Table 12 The minimum, maximum, mean and median number of recommended classes per starting material for the different classification levels along with the numbers of applicable reaction vectors

The de novo design tool was then run in the four different modes (Control and using the Reaction Class Recommender at the three different classification levels) for the 26 starting materials. Each of the four product libraries was analysed as follows. The total number of unique products was determined by filtering out InChI Key duplicates; the percentage overlap of the generated compounds with ExCAPE was determined by comparing the library InChI Keys with the ExCAPE InChI Keys; and average synthetic accessibility estimates were calculated using RSynth [38] and SAscore [39]. In addition, the time required to enumerate each product library was recorded.

Results are summarised in Table 13 where it can be seen that the recommended and control pipelines differ substantially in the number of unique products generated. The level-3 and level-2 recommendations produced similar numbers of products, whereas the level-1 and control pipelines generated collections that are 1.68 and 3.23 times larger than the level-3 library, respectively. Table 13 also shows decreasing enumeration times as the specificity of the labels increases, and demonstrates that the use of the recommender speeds up the design process, with the level-3 recommender taking approximately one third of the time of the control experiment. All of the Reaction Class Recommender pipelines present higher percentage overlap with ExCAPE compared to the control pipeline. This enrichment of known compounds is evidence of the ability of the Reaction Class Recommender to suggest reaction classes that are more likely to be applied in reality.

Table 13 Library statistics for recommended and control pipelines

Average RSynth and SAscore across the libraries are also shown in Table 13. The RSynth scores range between 0 and 1, where higher values mean higher accessibility; whereas, the SAscores range between 1 and 10, with higher values representing lower accessibility. For both scores, as the specificity of the labels increases, the average synthetic accessibility increases. Note that, although the libraries generated with the use of the recommender correspond to subpopulations of the control library, they all describe a clear shift toward higher synthetic accessibility values. An independent-samples t-test was conducted to compare RSynth and SAscore in the control (MRSynth = 0.524, SDRSynth = 0.201, MSAscore = 2.291, SDSAscore = 0.333) and recommended libraries (Level-1 (MRSynth = 0.543, SDRSynth = 0.190, MSAscore = 2.227, SDSAscore = 0.301), Level-2 (MRSynth = 0.563, SDRSynth = 0.033, MSAscore = 2.177, SDSAscore = 0.280), Level-3 (MRSynth = 0.571, SDRSynth = 0.181, MSAscore = 2.173, SDSAscore = 0.283)). A significant difference (p-value < 0.0001) in the scores was found for all pair-wise comparisons at a confidence level of 95%. The effect sizes for these analyses were found to exceed Cohen’s [40] convention for a small effect (d = 0.20) except for the control-level-1 which reported Cohen’s dRSynth lower than 0.20.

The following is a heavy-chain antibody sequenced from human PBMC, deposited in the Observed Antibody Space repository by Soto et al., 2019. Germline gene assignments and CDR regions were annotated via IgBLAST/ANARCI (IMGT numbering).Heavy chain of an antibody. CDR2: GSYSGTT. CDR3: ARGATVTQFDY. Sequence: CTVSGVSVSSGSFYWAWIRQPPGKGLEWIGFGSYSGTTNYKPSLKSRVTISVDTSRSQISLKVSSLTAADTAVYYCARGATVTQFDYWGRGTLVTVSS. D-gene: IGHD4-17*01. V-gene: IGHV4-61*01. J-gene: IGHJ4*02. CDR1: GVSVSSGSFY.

The RSynth and SAscore values are plotted as overlapping density plots in Fig. 15 which show the shifts in synthetic accessibility scores towards improved values.

Fig. 15
figure 15

RSynth and SAscore distributions per library

The product libraries were then analysed by reaction class composition in order to determine possible effects of the Reaction Class Recommender on the distributions of reaction classes. Results for the level-1 reaction classes are shown as pie charts in Fig. 16.

Fig. 16
figure 16

Level-1 reaction class distributions across libraries